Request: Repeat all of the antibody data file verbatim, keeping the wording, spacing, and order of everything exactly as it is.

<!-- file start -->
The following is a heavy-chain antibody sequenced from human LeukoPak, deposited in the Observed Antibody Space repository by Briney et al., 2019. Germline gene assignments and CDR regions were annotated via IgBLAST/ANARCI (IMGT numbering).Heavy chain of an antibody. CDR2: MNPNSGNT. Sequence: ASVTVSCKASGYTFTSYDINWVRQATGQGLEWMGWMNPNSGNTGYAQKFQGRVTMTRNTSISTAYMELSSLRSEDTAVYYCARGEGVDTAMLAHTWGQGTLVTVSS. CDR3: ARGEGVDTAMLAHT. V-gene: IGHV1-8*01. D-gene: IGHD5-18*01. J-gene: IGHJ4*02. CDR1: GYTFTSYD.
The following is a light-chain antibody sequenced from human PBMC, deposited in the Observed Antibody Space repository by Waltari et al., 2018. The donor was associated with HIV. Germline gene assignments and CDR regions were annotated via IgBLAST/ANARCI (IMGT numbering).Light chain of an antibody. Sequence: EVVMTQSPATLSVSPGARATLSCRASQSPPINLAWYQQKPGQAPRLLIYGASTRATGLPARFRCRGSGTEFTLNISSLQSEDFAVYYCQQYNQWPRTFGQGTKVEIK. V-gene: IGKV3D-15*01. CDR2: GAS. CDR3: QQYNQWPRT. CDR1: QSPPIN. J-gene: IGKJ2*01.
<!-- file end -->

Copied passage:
The following is a heavy-chain antibody sequenced from human LeukoPak, deposited in the Observed Antibody Space repository by Briney et al., 2019. Germline gene assignments and CDR regions were annotated via IgBLAST/ANARCI (IMGT numbering).Heavy chain of an antibody. CDR2: MNPNSGNT. Sequence: ASVTVSCKASGYTFTSYDINWVRQATGQGLEWMGWMNPNSGNTGYAQKFQGRVTMTRNTSISTAYMELSSLRSEDTAVYYCARGEGVDTAMLAHTWGQGTLVTVSS. CDR3: ARGEGVDTAMLAHT. V-gene: IGHV1-8*01. D-gene: IGHD5-18*01. J-gene: IGHJ4*02. CDR1: GYTFTSYD.
The following is a light-chain antibody sequenced from human PBMC, deposited in the Observed Antibody Space repository by Waltari et al., 2018. The donor was associated with HIV. Germline gene assignments and CDR regions were annotated via IgBLAST/ANARCI (IMGT numbering).Light chain of an antibody. Sequence: EVVMTQSPATLSVSPGARATLSCRASQSPPINLAWYQQKPGQAPRLLIYGASTRATGLPARFRCRGSGTEFTLNISSLQSEDFAVYYCQQYNQWPRTFGQGTKVEIK. V-gene: IGKV3D-15*01. CDR2: GAS. CDR3: QQYNQWPRT. CDR1: QSPPIN. J-gene: IGKJ2*01.